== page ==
Gentrification Hits Small Cities Too: Unsustainable Policies in Decatur, Georgia

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Southwest Decatur was rebranded Oakhurst in 1979. Photo by author.

Decatur is a hipster haven of a little less than 20,000 residents six miles east of downtown Atlanta, Ga. Its downtown is a revitalization success story: brewpubs and trendy restaurants jockey for space among locally owned boutiques, coffee shops, and frozen yogurt joints. New condos dot the city’s main street, Ponce de Leon Avenue, and there are uspscale residential subdivisions in Decatur’s northern quarters.

Decatur’s school system, funded by 61 percent of the city’s property taxes is one of the best in the state and was recently showcased in a presidential visit touting new early education initiatives. Sustainability, walkability, bike-friendly, and progressive are the buzzwords the city uses to market itself. It’s the place where people are urged to “Keep it IndieCatur.”

This new Prairie Modern was built after a former dollar home was demolished. Photo by author.

The city’s southwestern quadrant hasn’t always been so affluent. In the second decade of the 21st century it is a rapidly gentrifying neighborhood. And, it’s not the kind of gentrification most people associate with the word. There are no artists moving into historic lofts or struggling young professionals buying up the small older homes to rehab them. Southwest Decatur – rebranded Oakhurst in 1979 – is a place where 1,000-square-foot homes are knocked down in a day and sent to local landfills. They are replaced by homes two or three times larger than the teardowns sporting an array of architectural finishes from oversized Craftsman details to faux Prairie.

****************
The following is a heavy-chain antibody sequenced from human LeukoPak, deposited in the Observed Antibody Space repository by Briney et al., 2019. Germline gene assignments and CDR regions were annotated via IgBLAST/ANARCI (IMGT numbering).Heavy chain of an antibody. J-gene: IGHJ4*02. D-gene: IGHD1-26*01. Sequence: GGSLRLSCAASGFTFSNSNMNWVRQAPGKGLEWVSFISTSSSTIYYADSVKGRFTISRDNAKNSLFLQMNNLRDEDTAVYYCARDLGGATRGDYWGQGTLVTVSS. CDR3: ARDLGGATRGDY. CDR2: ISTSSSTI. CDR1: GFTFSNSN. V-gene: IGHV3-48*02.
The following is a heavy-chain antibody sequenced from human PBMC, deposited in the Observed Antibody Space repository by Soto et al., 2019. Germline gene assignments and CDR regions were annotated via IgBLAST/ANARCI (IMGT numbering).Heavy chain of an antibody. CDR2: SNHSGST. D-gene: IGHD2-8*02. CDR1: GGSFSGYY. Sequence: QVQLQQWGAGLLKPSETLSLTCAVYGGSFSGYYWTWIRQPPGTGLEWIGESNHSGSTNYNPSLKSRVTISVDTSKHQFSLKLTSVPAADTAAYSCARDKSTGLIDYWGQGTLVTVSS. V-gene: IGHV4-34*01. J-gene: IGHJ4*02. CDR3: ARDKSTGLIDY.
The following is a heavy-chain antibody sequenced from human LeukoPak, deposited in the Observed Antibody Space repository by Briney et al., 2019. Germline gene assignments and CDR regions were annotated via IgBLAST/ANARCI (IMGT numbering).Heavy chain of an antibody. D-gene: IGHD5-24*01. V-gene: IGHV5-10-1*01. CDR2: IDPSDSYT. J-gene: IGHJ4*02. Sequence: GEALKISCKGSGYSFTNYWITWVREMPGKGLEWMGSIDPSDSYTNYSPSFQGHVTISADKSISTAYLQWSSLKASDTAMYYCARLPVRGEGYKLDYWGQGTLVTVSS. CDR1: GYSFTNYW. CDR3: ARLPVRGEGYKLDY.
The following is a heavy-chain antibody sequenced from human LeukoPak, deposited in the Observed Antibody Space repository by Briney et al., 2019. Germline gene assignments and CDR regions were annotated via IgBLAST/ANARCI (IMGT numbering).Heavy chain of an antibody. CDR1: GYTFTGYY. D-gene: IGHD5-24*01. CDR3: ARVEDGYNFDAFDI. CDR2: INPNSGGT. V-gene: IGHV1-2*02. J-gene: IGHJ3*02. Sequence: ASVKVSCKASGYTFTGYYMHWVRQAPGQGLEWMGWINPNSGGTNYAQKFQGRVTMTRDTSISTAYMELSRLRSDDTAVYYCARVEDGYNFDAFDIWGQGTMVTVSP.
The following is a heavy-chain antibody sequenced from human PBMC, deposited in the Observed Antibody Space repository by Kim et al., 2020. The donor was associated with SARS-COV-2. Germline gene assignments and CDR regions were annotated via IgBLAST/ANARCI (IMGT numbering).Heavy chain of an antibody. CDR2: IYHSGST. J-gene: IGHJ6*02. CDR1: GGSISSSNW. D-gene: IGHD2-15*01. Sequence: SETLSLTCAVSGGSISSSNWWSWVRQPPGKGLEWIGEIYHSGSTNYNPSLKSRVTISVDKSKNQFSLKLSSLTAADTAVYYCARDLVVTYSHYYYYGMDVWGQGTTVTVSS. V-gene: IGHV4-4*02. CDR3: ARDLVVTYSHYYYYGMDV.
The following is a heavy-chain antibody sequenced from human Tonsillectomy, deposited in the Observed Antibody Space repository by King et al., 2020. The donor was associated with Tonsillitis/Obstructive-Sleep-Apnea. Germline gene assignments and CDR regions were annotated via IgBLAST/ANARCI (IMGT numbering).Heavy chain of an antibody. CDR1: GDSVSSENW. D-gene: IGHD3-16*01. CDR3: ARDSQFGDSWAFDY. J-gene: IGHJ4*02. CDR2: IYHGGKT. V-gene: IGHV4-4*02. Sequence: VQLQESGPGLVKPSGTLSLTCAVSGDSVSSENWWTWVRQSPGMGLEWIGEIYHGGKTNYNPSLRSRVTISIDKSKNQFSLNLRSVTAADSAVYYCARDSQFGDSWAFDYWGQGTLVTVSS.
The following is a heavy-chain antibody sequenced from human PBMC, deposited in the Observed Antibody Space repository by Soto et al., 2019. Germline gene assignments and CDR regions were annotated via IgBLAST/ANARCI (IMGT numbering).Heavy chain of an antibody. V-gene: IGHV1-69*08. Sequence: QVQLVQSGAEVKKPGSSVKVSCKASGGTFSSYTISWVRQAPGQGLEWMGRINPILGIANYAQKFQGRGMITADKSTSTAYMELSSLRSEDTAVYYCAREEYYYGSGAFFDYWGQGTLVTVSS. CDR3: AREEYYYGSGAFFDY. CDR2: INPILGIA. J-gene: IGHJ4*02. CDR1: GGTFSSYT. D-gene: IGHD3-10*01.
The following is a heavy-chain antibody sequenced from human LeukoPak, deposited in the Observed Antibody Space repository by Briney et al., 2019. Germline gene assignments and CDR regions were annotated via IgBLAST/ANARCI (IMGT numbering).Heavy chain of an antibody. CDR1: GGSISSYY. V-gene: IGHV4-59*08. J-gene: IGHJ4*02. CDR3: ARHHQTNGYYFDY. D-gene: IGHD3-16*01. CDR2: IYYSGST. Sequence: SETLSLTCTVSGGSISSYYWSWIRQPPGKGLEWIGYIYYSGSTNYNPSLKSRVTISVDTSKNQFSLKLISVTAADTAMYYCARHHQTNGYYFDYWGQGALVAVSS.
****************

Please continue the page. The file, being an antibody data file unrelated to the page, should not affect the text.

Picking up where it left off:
In 2011 my wife and I bought a 1925 Craftsman home in Oakhurst. Eleven months later we sold it and moved into neighboring Atlanta after more than thirty homes were torn down within a half-mile radius of our house. I had begun interviewing some of the older residents after I discovered that the neighborhood had been one of the U.S. Housing and Urban Development Department’s pilot urban homesteading sites in the 1970s and early 1980s.

Small homes like this one, which still had an attic full of family furniture, china, and other belongings, are demolished by builders. Photo by author.

Urban homesteading was the program created to return vacant and foreclosed homes in HUD’s inventory to private ownership by allowing qualified buyers to purchase homes for a dollar. The new owners could get low-interest rehab loans to bring them back up to code and they were required to remain in the home for a fixed period to help restore neighborhood stability. Decatur was one of the first 23 cities in the U.S. to test the program and the city sold 113 dollar homes.